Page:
While reading over this article for updating, it seemed appropriate to change the title from "...In the 1880s" to "...Enters the 1880s". Forty posts to reach the threshold of 1880, and there's already a list of about half a dozen "fill-in" articles on pre-1880 subjects. But first priority is to get all of the Santa Cruz Patch posts moved over here, and there are now only about ten left, so on we go.
Approaching the Gilded Age:
in the 1880s ( Santa
Cruz Jan. 27, 2013)
The photo above, from right around 1880, shows one of those four flour mills and one lumber yard. The Centennial Flour Mill, on lower Pacific Avenue, was built in 1876 and burned down in 1886. The wagon in front is hauling rough lumber south on Pacific Avenue to the Grover Brothers lumber yard and planing mill, where stacks of lumber can be seen to the left. The Grovers had timber rights and a sawmill above Soquel. Other signs of the times - see that Second Empire-style mansard roof? And the horsecar at far left?
All of the industries mentioned were at or near their peaks in 1880. They had grown rapidly in the preceding decades, but began to plateau around 1880, finding a decade or two of stability before later declines. Some older industries, like raising cattle for hides and tallow, were already fading away – although tanning continued locally until the final shutdown of Salz Tannery in 2001.
The timber and lumber industry was still in its expansion phase, assisted by the arrival of railroads with their ability to efficiently transport large quantities of heavy and bulky materials. Steam engines also powered larger and faster sawmills than the previous water-powered versions.
Once the two rail lines into the county were operational, the local rail network branched out into untapped timberlands throughout the
. Even that resource, however, which seemed
inexhaustible in 1880, was mostly gone by the turn of the century, taking with
it many small mountain communities and wood-related businesses. Santa Cruz Mountains where hundreds of loggers were employed, like those in the photo at left
Commercial agriculture continued a steady pace of growth, although specific areas within the industry came and went. Wheat and sugar beets declined, while wine and apples increased. Most of today’s important crops, like strawberries and winter vegetables, were still in the future.
The 1880 photo above shows the north end of Pacific Avenue. At far left, a corner is visible of the 1868 McPherson building that still stands today at the corner of Pacific and Locust. Another Pacific Avenue Street Railroad horsecar can be seen at the head of Pacific - perhaps the same one as in the top photo. Behind the horsecar is a narrow 2-story building with a sign saying "French and Sonoma Wine Depot", evidence of the growing (literally) interest in wine. Local vintners the Jarvis brothers also had a wine store in this block (on the right but not visible in the photo). The wide wood plank sidewalks border streets yet unpaved - the first bituminous rock street paving was still a few years off.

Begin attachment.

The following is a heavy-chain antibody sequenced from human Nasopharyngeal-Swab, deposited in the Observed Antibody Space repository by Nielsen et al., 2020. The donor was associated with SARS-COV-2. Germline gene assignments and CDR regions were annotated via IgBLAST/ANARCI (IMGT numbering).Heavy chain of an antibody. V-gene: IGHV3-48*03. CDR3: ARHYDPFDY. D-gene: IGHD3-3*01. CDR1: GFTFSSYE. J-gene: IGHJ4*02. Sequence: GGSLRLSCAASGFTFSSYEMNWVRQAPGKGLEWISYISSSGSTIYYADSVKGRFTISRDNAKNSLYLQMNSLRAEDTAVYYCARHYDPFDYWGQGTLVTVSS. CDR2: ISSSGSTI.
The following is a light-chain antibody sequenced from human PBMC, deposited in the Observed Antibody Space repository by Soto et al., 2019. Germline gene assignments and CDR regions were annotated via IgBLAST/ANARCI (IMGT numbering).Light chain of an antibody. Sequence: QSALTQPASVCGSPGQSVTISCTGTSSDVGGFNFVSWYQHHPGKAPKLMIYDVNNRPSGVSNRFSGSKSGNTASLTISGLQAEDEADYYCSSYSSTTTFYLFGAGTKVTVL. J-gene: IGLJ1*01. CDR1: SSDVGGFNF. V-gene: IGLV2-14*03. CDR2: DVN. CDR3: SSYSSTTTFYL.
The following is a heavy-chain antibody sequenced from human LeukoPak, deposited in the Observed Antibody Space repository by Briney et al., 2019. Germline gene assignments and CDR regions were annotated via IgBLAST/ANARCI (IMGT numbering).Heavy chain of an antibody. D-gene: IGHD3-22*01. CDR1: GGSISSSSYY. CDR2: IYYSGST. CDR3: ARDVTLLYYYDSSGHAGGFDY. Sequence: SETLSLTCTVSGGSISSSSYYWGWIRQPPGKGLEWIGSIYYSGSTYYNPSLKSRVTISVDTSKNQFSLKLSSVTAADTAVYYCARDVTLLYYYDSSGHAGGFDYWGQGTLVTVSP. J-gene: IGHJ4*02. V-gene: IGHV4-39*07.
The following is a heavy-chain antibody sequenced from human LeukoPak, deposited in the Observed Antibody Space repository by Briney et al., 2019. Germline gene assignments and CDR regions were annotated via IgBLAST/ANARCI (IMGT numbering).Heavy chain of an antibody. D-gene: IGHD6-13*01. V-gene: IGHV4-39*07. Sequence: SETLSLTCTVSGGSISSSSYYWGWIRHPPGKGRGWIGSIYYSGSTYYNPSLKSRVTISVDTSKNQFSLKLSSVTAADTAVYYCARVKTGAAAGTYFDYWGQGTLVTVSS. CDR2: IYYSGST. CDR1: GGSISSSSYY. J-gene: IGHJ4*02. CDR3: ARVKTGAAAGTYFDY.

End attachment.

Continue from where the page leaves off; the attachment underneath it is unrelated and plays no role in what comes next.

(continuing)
Tourism, another of today’s dominant local industries, was growing but still a decade away from the beginning of its peak years. The first bathhouses had appeared at Main Beach, and Fred Hihn's Camp Capitola was up and running, but tourism's heyday was just beginning. The story of gilded-age local tourism is inextricably intertwined with the story of promoter Fred Swanton, who will be the subject of future posts.
The end of locally-owned railroads came in 1881, when Frederick Hihn split with his partner in the Santa Cruz Railroad, Claus Spreckels. Soon after, Hihn sold the failing company to Southern Pacific, which achieved a county rail monopoly by acquiring the South Pacific Coast Railroad a few years later. The SP brought many changes to
Another industry was growing in other parts of the state, but failed in
The population of the County continued to grow rapidly, although more slowly than in the previous three decades. Eastside and Westside Santa Cruz expanded and filled in, Capitola began its conversion from tourist tent-camp to town, and
Many successful county pioneers in industry and commerce were ready to ease up and enjoy the fruits of their labors. New residential neighborhoods provided space for their new homes large and small. Most of our best-preserved and treasured examples of residential architecture were constructed during the 1880s and 90s. These homes included
That’s a brief overview of
* Lehmann, Susan (2000). Fully Developed Context Statement for the City of Santa Cruz. Prepared for City of Santa Cruz Planning and Development Department. (excerpts available online at SCPL)